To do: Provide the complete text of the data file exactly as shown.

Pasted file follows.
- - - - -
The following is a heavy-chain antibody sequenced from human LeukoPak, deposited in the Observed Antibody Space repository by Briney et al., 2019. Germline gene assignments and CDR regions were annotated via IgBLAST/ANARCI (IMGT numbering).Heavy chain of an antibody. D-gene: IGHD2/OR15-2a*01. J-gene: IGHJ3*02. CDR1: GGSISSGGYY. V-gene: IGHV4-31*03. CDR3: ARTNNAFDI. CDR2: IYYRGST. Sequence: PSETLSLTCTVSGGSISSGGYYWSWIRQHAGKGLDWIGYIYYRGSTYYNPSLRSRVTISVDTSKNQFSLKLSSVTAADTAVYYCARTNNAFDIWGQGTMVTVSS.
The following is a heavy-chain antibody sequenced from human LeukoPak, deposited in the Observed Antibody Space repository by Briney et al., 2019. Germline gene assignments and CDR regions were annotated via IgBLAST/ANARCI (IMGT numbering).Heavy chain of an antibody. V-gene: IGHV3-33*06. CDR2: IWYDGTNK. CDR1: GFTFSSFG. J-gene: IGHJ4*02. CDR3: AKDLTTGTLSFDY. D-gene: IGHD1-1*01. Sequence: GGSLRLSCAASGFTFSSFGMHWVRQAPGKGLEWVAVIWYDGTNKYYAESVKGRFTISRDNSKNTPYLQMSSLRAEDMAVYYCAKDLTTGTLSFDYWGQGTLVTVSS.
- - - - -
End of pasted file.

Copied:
The following is a heavy-chain antibody sequenced from human LeukoPak, deposited in the Observed Antibody Space repository by Briney et al., 2019. Germline gene assignments and CDR regions were annotated via IgBLAST/ANARCI (IMGT numbering).Heavy chain of an antibody. D-gene: IGHD2/OR15-2a*01. J-gene: IGHJ3*02. CDR1: GGSISSGGYY. V-gene: IGHV4-31*03. CDR3: ARTNNAFDI. CDR2: IYYRGST. Sequence: PSETLSLTCTVSGGSISSGGYYWSWIRQHAGKGLDWIGYIYYRGSTYYNPSLRSRVTISVDTSKNQFSLKLSSVTAADTAVYYCARTNNAFDIWGQGTMVTVSS.
The following is a heavy-chain antibody sequenced from human LeukoPak, deposited in the Observed Antibody Space repository by Briney et al., 2019. Germline gene assignments and CDR regions were annotated via IgBLAST/ANARCI (IMGT numbering).Heavy chain of an antibody. V-gene: IGHV3-33*06. CDR2: IWYDGTNK. CDR1: GFTFSSFG. J-gene: IGHJ4*02. CDR3: AKDLTTGTLSFDY. D-gene: IGHD1-1*01. Sequence: GGSLRLSCAASGFTFSSFGMHWVRQAPGKGLEWVAVIWYDGTNKYYAESVKGRFTISRDNSKNTPYLQMSSLRAEDMAVYYCAKDLTTGTLSFDYWGQGTLVTVSS.